The National Labor Relations Board Office of General Counsel on January 15 issued an unfair labor practices complaint against Walmart, charging the retail giant with illegally firing, disciplining, and/or retaliating against 117 workers who were seeking change at Walmart through collective action.
According to a media statement released by the NLRB, “The National Labor Relations Act guarantees the right of private sector employees to act together to try to improve their wages and working conditions with or without a union.”
The complaint grew out of efforts by Walmart to silence workers active in Organization United for Respect at Walmart (OUR), a nationwide group of thousands of Walmart workers fighting for better pay, benefits, and working conditions and a collective voice in matters that affect their jobs.
“Walmart thinks it can scare us with attacks to keep us from having a real conversation about the poverty wages we’re paid,” said Barbara Collins a fired Walmart worker from Placerville, California, one of the workers named in the complaint. “But too much is at stake—the strength of our economy and the security of our families—to stay silent about why Walmart needs to improve jobs. Now the federal government is confirming what we already know: we have the right to speak out, and Walmart fired me and my coworkers illegally. With a new CEO taking over in a few weeks, we hope that Walmart will take a new direction in listening to associates and the country in the growing calls to improve jobs.”
The NLRB complaint identifies violations in 34 stores in 13 states: California, Colorado, Florida, Illinois, Kentucky, Louisiana, Maryland, Massachusetts, Minnesota, North Carolina, Ohio, Texas, and Washington. More than 60 Walmart supervisors and one corporate officer are named in the complaint.
The complaint grew out of Walmart’s stepped up activity to silence workers after their 2012 Black Friday protests, which included strikes and demonstrations at Walmart stores throughout the US.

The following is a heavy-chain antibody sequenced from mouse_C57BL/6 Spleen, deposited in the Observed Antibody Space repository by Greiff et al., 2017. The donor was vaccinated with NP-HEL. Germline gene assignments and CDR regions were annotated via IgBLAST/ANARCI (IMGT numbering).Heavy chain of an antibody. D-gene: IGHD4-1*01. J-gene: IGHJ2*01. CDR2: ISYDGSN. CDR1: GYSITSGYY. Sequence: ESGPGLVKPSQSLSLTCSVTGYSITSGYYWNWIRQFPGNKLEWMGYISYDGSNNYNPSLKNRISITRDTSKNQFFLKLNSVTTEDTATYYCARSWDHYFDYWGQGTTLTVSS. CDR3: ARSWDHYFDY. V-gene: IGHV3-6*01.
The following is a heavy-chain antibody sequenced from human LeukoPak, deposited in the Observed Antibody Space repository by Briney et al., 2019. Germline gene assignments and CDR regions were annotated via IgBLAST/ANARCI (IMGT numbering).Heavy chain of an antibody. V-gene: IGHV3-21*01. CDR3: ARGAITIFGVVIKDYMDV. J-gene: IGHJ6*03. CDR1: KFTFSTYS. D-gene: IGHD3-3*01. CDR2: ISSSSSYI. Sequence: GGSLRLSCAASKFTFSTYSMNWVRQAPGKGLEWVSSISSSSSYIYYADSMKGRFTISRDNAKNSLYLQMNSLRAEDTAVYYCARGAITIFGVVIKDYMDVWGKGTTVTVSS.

Some of the workers who participated in the Black Friday protests or who were active in the OUR organizing campaign were fired or punished in other ways after the the protests.
The NLRB complaint finds that Walmart store managers threatened workers with firing if they participated in strikes or protests, disciplined workers for engaging in strikes and protests, and fired workers for taking collective action to improve working conditions.
The struggle of Walmart workers has been one of the defining elements of the growing movement of low-wage workers for a living wage.
“Walmart workers are bravely leading the national movement to end low wage work,” said Bill Fletcher Jr., chairman of the Retail Justice Alliance. “Walmart is a major driver of the widening income inequality gap with its low wages that set the standard for retail jobs. We cannot get our economy moving again when the largest employer breaks federal law in an effort to keep wages down. Walmart needs to start following the law and improve jobs by paying workers a living wage.”
“Walmart workers like me are calling for better jobs for all Americans,” said Colby Harris, a fired worker from Lancaster, TX. “It’s not right that so many of us are struggling to get by on less than $25,000 a year while the Waltons (the family that owns more than 50 percent of Walmart’s stock) have more wealth than 42% of American families combined.”
The NLRB announced in November that it would be filing a complaint against Walmart but held off on doing so in hopes that it could reach a settlement with the company.
It issued the complaint after settlement discussions were unsuccessful.
Walmart must respond to the complaint by January 28. No date has been set for a hearing on the complaint.
The NLRB said that it has issued other complaints involving Walmart and that other charges involving the company are under investigation.
In Kentucky, an earlier complaint against Walmart has been resolved.
Aaron Lawson of Louisville, Kentucky was fired after he passed out flyers and spoke out publicly for change at Walmart. As part of the settlement, Walmart agreed to rehire Lawson and provide full back wages for the time that he was out of work.